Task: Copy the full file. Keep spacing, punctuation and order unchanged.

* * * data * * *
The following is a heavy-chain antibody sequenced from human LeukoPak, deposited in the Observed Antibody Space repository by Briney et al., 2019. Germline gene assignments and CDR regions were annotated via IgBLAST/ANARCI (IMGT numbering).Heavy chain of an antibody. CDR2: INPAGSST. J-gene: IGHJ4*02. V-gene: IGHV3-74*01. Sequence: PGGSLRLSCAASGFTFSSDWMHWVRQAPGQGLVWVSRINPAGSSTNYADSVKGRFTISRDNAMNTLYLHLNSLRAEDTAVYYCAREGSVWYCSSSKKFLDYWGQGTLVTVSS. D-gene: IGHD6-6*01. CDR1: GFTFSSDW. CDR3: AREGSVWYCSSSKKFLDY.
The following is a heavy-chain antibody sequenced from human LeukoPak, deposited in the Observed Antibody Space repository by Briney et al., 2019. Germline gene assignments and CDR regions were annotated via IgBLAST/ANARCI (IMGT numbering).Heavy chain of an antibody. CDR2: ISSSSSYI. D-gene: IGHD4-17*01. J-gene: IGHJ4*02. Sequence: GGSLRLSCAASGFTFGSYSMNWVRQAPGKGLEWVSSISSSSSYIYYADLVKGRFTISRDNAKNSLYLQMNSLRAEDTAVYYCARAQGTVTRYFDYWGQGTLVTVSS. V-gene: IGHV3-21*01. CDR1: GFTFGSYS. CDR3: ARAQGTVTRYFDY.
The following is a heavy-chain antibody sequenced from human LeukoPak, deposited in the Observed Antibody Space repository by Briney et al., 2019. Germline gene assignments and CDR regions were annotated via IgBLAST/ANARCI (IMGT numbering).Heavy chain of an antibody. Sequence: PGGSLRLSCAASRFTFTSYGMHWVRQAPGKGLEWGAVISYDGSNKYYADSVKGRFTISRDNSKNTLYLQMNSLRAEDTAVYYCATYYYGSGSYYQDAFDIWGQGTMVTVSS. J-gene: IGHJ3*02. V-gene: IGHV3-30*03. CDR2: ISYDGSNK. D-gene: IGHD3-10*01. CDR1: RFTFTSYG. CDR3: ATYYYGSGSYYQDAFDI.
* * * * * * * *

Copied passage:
The following is a heavy-chain antibody sequenced from human LeukoPak, deposited in the Observed Antibody Space repository by Briney et al., 2019. Germline gene assignments and CDR regions were annotated via IgBLAST/ANARCI (IMGT numbering).Heavy chain of an antibody. CDR2: INPAGSST. J-gene: IGHJ4*02. V-gene: IGHV3-74*01. Sequence: PGGSLRLSCAASGFTFSSDWMHWVRQAPGQGLVWVSRINPAGSSTNYADSVKGRFTISRDNAMNTLYLHLNSLRAEDTAVYYCAREGSVWYCSSSKKFLDYWGQGTLVTVSS. D-gene: IGHD6-6*01. CDR1: GFTFSSDW. CDR3: AREGSVWYCSSSKKFLDY.
The following is a heavy-chain antibody sequenced from human LeukoPak, deposited in the Observed Antibody Space repository by Briney et al., 2019. Germline gene assignments and CDR regions were annotated via IgBLAST/ANARCI (IMGT numbering).Heavy chain of an antibody. CDR2: ISSSSSYI. D-gene: IGHD4-17*01. J-gene: IGHJ4*02. Sequence: GGSLRLSCAASGFTFGSYSMNWVRQAPGKGLEWVSSISSSSSYIYYADLVKGRFTISRDNAKNSLYLQMNSLRAEDTAVYYCARAQGTVTRYFDYWGQGTLVTVSS. V-gene: IGHV3-21*01. CDR1: GFTFGSYS. CDR3: ARAQGTVTRYFDY.
The following is a heavy-chain antibody sequenced from human LeukoPak, deposited in the Observed Antibody Space repository by Briney et al., 2019. Germline gene assignments and CDR regions were annotated via IgBLAST/ANARCI (IMGT numbering).Heavy chain of an antibody. Sequence: PGGSLRLSCAASRFTFTSYGMHWVRQAPGKGLEWGAVISYDGSNKYYADSVKGRFTISRDNSKNTLYLQMNSLRAEDTAVYYCATYYYGSGSYYQDAFDIWGQGTMVTVSS. J-gene: IGHJ3*02. V-gene: IGHV3-30*03. CDR2: ISYDGSNK. D-gene: IGHD3-10*01. CDR1: RFTFTSYG. CDR3: ATYYYGSGSYYQDAFDI.